Denver Drug Rind Used Comic Books to Launder Cash, Police Say

Two brothers accused of running a drug ring that imported and distributed millions of dollars worth of methamphetamine in Denver bought hundreds of collector comic books to launder the money, authorities said Monday.

Police seized comic books worth at least $500,000 while arresting Aaron Castro, 29, of Commerce City and Alfonzo Castro, 30, of Denver, Colorado Attorney General John Suthers said.

"It was their intent to launder money, and their choice was collector comic books," Suthers said.

Some of the seized comic books were first edition Superman and Batman publications encased in protective plastic covers, Adams County District Attorney Don Quick said.

"It appeared as they were working on a startup company for high-end comic books," he said. One of the comic books was worth about $3,500.

It wasn't immediately clear if the brothers had started selling the comic books.

The ring imported and distributed as much as 100,000 doses of meth each month, collecting about $500,000, Suthers said.

Women acting as "mules" would insert the drugs into their vaginal cavities to ferry the drugs to houses throughout the metro area where it would be sold, authorities said.

"It's a tawdry piece of information, but it's a big part of what this group was doing," Suthers said.

Denver once had more than 100 meth labs broken up each year. But a change in the law and stepped up enforcement has reduced the amount of locally manufactured meth, leaving such drug rings to fill the void, Quick said.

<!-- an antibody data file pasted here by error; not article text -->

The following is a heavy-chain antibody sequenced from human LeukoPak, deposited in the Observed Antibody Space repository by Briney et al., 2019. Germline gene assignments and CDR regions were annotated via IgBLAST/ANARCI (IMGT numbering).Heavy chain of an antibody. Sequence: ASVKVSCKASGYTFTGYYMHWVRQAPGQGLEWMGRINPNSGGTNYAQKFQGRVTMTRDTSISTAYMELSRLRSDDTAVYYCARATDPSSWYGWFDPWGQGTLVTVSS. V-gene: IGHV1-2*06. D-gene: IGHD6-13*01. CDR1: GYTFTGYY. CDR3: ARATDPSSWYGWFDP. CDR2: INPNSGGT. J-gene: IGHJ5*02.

Suthers said members of the drug ring would pick up pounds of meth in Phoenix, which led him to believe it was produced in a "superlab" in Mexico

Forty-one people were indicted in the case, with all but one in custody. Nineteen, including the Castro brothers, face racketeering and conspiracy charges, while the rest are accused of possession and intent to distribute drugs and other charges.

Phone numbers listed for the Castro brothers have been disconnected. It's not clear whether they have attorneys.

The brothers and two other suspects were being held on $1 million bail, while 15 others charged with racketeering and conspiracy were being held on $500,000 bail, Suthers said. Bail varied for the remaining suspects.

The indictment was filed after a yearlong investigation that included undercover police work and wiretaps.

More than 200 police officers fanned out across the Denver metro area on Aug. 14 to make arrests, said Broomfield Police Chief Tom Deland, head of the North Metro Task Force that lead the investigation.